By Alessandra Largent, KSU Sentinel --Kennesaw, GA
[Youth Radio Editor's note: this post comes to us from one of the staff of Kennesaw State University's official Student Newspaper. KSU student Jessica Colotl became a focal point in the national debate over immigration last week after being released from a detention center after lobbying by her school and sorority sisters. For another viewpoint from the campus, check out James Swift's "Colotl = Ca$h!" where the Sentinel writer lays out "why KSU'S most famous student is anything but a victim".]
What should be done with Jessica Colotl is the question on the lips of every student and staff member here at KSU.
Never has an issue so hotly debated on the KSU campus been one I was also reluctant to touch. Until now.
The truth is that I know Jessica Colotl and the truth is that I like her. I've sat next to her in classes and walked past her in the hallways, I've shared pleasantries and discussed dreams of law school with her and until very recently Jessica Colotl was another KSU Political Science student- just like me. But now she's the face of a debate that rages from shore to shore and fenced border to border. Her fate, her circumstances, her struggle now makes her seem very different from me, and from the rest of us here at KSU.
The truth is that I don't know what should be done with Jessica but what I do know is that she is not to blame for her current situation. Clearly a large portion of the blame for Jessica's situation lay squarely on the shoulders of her family who brought her into this country illegally in the first place. But hopes and dreams are a powerful motivator and not many in this country can claim to be here without the first brave steps of a hoper and a dreamer and an immigrant. A family's wish to deliver their child unto the best possible future available is hardly a crime but unfortunately for the family of Jessica Colotl, delivering your child unto this country and our school systems IS.
Being good in intention does not always make a person right in action and here we find the crux of the problem with illegal immigration in general.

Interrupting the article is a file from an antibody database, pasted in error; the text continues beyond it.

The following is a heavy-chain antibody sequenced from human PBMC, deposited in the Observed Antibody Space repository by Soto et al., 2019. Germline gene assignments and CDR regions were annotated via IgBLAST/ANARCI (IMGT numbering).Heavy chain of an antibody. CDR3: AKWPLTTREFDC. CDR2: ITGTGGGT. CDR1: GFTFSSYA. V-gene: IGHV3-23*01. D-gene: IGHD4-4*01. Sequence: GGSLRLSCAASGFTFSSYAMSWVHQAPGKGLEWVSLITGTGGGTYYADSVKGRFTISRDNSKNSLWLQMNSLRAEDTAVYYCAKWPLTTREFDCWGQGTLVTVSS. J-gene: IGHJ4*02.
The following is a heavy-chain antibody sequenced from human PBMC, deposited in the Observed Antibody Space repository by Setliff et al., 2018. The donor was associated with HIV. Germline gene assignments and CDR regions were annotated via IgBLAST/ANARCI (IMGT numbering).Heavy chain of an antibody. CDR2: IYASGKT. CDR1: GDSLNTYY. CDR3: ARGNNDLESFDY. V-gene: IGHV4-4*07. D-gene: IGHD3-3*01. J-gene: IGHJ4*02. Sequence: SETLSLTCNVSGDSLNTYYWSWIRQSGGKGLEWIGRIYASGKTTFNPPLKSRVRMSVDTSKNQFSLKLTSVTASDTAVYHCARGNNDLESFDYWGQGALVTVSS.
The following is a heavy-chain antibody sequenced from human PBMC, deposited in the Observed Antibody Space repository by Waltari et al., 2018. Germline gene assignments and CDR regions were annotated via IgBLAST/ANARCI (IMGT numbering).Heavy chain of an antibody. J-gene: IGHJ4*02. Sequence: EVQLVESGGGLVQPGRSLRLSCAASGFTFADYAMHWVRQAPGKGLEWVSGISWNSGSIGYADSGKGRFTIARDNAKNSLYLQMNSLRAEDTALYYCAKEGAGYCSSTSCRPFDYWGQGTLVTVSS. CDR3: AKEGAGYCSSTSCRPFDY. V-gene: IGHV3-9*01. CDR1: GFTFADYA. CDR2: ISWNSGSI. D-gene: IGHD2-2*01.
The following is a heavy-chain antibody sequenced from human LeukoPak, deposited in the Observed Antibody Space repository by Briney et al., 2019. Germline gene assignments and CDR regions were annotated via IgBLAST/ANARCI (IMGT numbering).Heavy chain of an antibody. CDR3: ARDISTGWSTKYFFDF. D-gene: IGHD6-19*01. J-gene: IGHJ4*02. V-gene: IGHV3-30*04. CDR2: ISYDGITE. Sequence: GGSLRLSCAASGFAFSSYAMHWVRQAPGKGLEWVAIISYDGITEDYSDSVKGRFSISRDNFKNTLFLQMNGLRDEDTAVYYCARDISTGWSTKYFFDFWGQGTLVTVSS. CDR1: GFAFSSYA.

The law is the cornerstone of our America, and if people wish to be American they cannot hope to ever do so by starting off with the flagrant disregard of the one thing Americans jointly hold sacred. But, again, hopes and dreams are powerful motivators and I can find no fault with the intentions of a good family to provide the best for their children.
The federal government's impotence and refusal to act against illegal immigration came to fruition with the Immigration Reform and Control Act of 1986 (laughingly referred to as the Amnesty Act). Since then Americans have faced an onslaught of immigrants who know that we are not only weak and lacking a federal government that wishes to act in our interests and protect our borders, but who also hope that one day they too may be granted amnesty if only they can get settled into lives within our borders. Now this government will likely deport and make an example of one KSU student who a few weeks ago seemed just like me.
And to this impotent American federal government I say: shame on you. It is your impotence, it is your list of broken promises, and it is your refusal to work for the American people's best interest that has led to this situation. If anywhere along the years that have paved the way from 1986 to now you had acted decisively, with conviction, and with strength to control the problem of illegal immigration that has plagued this country then the face of our KSUer would never have been plastered across newspapers, magazines and television. The impotence of the American government has hurt not only the American people, but hopeful immigrants, and innocent children as well. Let the story of one innocent child, Jessica Colotl, be proof that when illegal immigration is left unchecked until the time it reaches fever pitch parties on all sides are hurt.
I don't know what should be done with Jessica Colotl, but I do know who to blame.